From ElateWiki

Metadata ("information about information") are used in e-learning to support the management and sharing of digital files (text, imagery, audio, video, and digital learning objects). Metadata may be descriptive of the contents of the digital objects. They (known here as structural metadata) may show relationships between the digital objects; structured information that is related may be described as ontologies or schemas, or systematic ways to conceptualize related information. Administrative metadata relate to information that helps those who maintain digital repositories, digital libraries, or content management systems manage, control, deliver and organize the data.

This type of data has become more important with the greater emphasis on sharing learning objects to save on development costs. The portability of digital files is enhanced when objects are properly labeled. Ideally, digital objects will be portable between systems; they should be interchangeable and sharable in real-time; they should be "re-usable" in different context (and therefore not embedded in proprietary systems).

Faculty who want to create contents to share openly or in closed systems will need to be aware of metadata systems. There's a fine balance between having a metadata system that is very demanding for users and contributors and one that is semantically sound and useful enough to help achieve the various aims of digital archivists, users, educators, and learners.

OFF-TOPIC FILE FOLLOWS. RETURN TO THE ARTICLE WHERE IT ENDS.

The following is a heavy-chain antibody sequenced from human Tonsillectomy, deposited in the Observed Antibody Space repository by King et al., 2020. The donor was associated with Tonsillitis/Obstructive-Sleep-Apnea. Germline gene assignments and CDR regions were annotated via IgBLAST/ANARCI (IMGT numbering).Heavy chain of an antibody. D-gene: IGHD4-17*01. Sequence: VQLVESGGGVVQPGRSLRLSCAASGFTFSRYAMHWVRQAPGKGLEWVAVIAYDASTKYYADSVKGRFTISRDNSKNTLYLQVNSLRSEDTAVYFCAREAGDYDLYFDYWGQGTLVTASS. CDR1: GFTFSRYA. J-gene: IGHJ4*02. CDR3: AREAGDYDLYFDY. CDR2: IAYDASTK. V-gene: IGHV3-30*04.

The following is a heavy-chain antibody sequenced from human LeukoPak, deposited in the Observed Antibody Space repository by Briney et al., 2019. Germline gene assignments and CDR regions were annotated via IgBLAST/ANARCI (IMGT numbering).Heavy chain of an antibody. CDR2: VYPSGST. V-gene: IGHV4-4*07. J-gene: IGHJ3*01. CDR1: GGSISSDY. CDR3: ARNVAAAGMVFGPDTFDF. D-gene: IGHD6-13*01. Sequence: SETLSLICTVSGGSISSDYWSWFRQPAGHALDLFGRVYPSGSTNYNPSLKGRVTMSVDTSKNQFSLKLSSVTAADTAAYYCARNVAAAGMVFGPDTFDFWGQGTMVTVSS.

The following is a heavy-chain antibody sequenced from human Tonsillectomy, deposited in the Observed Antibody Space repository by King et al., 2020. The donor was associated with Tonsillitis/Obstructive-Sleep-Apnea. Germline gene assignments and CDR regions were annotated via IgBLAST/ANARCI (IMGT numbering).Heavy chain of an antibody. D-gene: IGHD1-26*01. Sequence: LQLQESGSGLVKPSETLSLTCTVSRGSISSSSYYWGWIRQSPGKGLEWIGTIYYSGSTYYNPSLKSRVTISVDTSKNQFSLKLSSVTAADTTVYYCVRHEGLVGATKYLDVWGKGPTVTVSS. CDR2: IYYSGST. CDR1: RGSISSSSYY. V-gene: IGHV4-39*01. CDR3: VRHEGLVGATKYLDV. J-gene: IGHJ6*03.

Metadata Labeling Methods

A number of metadata labeling methods exist. Some of these are topic domain-specific. Others are specific to particular libraries. Essentially, metadata schemes define relevant types of information about the digital object for organization, searching, and maintenance.

Some examples of metadata labeling methods exist:

Open Archival Information System (OAIS) coordinated by the Consultative Committee for Space Data Systems (CCSDS)

Some Common Metadata Factors

Some basic metadata elements include a title, the name of the creator(s) or publisher(s), the date of creation, a description of the object, the format type(s) of the object, and an original identifier.

Identifiers tend to be alphanumeric and wholly original to the particular object. This unique identifier will help to "locate" the object in the repository or on the WWW. It may also help eliminate having multiple copies of the object stored and saved. An example of a system for unique identifiers is the Digital Object Identifier ( Unique and unmodifiable identifiers have long been used with information, such as the ISBNs (international standard book number) for books and ISRCs (international standard recording code) for recordings.

Other metadata "information fields" may include the language of the object, the learning objectives, the level of learning, the quality of the learning object, intellectual property or copyright information, technological constraints in the use of the digital objects, main concepts, duration of the learning, and other details. Such metadata may be used to enhance information searches (Naijar & Duval, 2006, n.p.).

Given the fluidity of information, information may be both data and metadata, depending on its usage.

See Also

Digital Object Identifier (DOI) Handbook:

Dublin Core Metadata Initiative:

MERLOT (Multimedia Educational Resource for Learning and Online Teaching):


Najjar, J. & Duval, E. (2006). Actual use of learning objects and metadata: An empirical analysis. TCDL Bulletin: 2(2). Retrieved July 10, 2009, at